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Chorea-acanthocytosis: Challenges in early diagnosis and excellent treatment response to Deep Brain Stimulation (DBS) – a case report

Julia Walch

abstract Objective
To describe diagnostic challenges and the response to DBS in a patient with genetically confirmed Chorea-acanthocytosis (ChAc).
Case Report
At the age of 20 during his military service, our patient developed involuntary oral movements which produced smacking sounds. They were suppressible for short duration. The diagnosis of a primary tic disorder was made and treatment with aripiprazole was started without effect. After 6 months he started to have problems with eating. When we first saw him at that time he had oromandibular dystonia (feeding dystonia) and generalized chorea. Ankle reflexes were absent. In the diagnostic work-up CK levels were elevated, brain MRI showed iron deposition in the Globus pallidus and atrophy in the caudate nucleus and abdominal sonography showed hepatomegaly. Cognitive testing was unremarkable and there was no evidence for Wilson`s disease, mitochondriopathy, celiac disease or Nieman Pick Typ C. Remarkable is the fact that acanthocytes were not detected in 8x repetitive performed blood smears. Finally the diagnosis of ChAc could be done by proofing reduced chorein in the Western-blot and also by finding a homocygous mutation in the VPS13a gene. The clinical course was rapidly progressive. In particular the feeding dystonia was so prominent that a PEG tube had to be applied 2.5 years after the first symptoms. Medical treatment including anticholinergics, benzodiazepines and tetrabenazine and also botulinumtoxin injections were not successful. Hence, bilateral DBS in the Globus pallidus internus (Gpi) was performed 3 years after the first symptoms using Boston Scientific® system. The AIMS (Abnormal Involuntary Movement Scale) was reduced from 30 out of 40 points preoperative to 18 points two months later. Especially the feeding dystonia improved markedly so that the PEG tube was removed 5 months after the DBS surgery. But also generalized chorea was notably reduced. This positive effect was persistent over 2 years with an AIMS of 22 using the stimulation parameters as follows: Gpi left+right: monopolar, non-directional, second-distal contact, 4.0 mA, 90 µs, 130 Hz.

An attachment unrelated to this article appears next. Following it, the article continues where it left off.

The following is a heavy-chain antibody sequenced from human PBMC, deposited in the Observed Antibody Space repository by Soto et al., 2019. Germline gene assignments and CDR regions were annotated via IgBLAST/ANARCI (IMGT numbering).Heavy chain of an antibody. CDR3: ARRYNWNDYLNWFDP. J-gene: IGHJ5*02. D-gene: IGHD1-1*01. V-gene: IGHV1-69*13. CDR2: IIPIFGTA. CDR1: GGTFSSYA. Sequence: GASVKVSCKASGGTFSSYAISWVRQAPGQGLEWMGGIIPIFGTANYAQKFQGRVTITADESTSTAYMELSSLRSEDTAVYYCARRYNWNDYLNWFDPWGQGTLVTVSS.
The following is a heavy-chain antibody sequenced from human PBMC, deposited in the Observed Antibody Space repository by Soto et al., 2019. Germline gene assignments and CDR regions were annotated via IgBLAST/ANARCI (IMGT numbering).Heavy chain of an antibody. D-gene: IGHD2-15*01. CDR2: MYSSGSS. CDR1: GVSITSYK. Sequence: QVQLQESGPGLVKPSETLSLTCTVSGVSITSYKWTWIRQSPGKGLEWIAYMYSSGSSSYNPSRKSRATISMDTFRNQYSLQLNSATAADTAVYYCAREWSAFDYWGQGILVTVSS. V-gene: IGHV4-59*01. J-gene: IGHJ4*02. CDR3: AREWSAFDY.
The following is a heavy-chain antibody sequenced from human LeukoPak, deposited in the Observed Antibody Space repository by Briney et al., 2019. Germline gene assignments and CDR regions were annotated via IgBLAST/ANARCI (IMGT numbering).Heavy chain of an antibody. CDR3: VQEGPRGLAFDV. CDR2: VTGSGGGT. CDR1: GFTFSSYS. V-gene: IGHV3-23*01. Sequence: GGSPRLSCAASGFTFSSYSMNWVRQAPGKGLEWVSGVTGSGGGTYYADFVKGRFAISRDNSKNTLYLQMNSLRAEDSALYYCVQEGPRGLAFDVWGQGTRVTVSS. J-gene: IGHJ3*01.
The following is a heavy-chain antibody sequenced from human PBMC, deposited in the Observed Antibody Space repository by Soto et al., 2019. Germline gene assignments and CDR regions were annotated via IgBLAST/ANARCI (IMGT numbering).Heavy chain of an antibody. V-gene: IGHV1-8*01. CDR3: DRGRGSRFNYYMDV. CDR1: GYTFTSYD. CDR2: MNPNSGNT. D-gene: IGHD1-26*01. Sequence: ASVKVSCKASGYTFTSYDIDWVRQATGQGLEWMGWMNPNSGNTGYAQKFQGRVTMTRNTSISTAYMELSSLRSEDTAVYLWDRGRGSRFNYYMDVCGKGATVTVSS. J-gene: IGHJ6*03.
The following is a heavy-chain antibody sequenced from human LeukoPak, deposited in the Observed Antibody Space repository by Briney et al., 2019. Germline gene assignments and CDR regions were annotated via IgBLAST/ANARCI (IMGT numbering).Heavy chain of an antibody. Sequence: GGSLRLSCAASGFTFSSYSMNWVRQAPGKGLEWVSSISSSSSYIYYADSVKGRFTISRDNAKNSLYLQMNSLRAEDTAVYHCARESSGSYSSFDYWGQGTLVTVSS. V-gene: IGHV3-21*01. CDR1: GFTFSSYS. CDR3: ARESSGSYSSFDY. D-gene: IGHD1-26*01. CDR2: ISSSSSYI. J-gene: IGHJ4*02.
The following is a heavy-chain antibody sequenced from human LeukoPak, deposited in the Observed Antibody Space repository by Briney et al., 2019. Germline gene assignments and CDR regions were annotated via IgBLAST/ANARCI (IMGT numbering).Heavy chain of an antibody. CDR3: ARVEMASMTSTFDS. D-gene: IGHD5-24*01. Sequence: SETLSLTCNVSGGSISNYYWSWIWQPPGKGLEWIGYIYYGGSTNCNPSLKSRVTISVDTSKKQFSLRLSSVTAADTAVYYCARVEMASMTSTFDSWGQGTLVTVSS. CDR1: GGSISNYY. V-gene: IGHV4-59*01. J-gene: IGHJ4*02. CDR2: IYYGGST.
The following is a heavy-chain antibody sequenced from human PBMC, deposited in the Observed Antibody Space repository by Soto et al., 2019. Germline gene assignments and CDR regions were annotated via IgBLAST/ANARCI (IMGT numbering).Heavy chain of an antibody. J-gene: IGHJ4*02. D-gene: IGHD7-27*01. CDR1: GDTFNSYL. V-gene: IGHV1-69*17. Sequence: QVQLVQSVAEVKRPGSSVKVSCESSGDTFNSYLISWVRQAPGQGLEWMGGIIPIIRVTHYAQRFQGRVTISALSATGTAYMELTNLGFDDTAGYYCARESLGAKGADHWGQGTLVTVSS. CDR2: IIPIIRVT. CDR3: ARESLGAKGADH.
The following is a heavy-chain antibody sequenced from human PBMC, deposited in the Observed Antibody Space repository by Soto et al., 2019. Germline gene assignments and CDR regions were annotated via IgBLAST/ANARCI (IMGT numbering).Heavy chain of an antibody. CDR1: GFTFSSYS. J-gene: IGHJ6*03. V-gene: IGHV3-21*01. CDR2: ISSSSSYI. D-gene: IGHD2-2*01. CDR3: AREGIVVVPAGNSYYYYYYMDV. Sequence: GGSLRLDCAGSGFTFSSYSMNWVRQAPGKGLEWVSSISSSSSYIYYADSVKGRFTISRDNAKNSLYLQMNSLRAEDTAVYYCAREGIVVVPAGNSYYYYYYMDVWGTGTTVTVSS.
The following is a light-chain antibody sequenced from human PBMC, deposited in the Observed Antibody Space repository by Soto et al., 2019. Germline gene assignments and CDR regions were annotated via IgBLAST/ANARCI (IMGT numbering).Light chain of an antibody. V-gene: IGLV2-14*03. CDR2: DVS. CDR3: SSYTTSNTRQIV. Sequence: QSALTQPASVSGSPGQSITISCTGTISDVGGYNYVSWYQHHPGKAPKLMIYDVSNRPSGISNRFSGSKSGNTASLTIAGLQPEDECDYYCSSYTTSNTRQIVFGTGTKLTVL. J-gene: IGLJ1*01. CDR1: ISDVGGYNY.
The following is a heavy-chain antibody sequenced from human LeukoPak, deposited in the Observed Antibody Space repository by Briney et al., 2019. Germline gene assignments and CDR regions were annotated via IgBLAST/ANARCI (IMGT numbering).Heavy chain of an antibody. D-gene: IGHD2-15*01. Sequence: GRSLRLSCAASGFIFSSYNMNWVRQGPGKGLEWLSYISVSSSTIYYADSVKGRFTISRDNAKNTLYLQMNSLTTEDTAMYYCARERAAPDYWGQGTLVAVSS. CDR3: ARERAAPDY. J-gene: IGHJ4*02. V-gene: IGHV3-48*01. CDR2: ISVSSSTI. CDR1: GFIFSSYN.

Conclusion
- Lack of acanthocytes in repetitive blood smears do not exclude the diagnosis of ChAc
- Patients with ChAc and drug-resistant hyperkinetic symptoms benefit from DBS in the Gpi
- Improvement of feeding dystonia had an important impact on quality of life
   
citation Walch J (2019). Chorea-acanthocytosis: Challenges in early diagnosis and excellent treatment response to Deep Brain Stimulation (DBS) – a case report. In (pp. 1): kein.
   
type conference paper/poster (English)
name of conference International Congress Parkinson`s Disease and Movement Disorders (Nizza)
date of conference 22-9-2019
pages 1
publisher kein
contact Julia Walch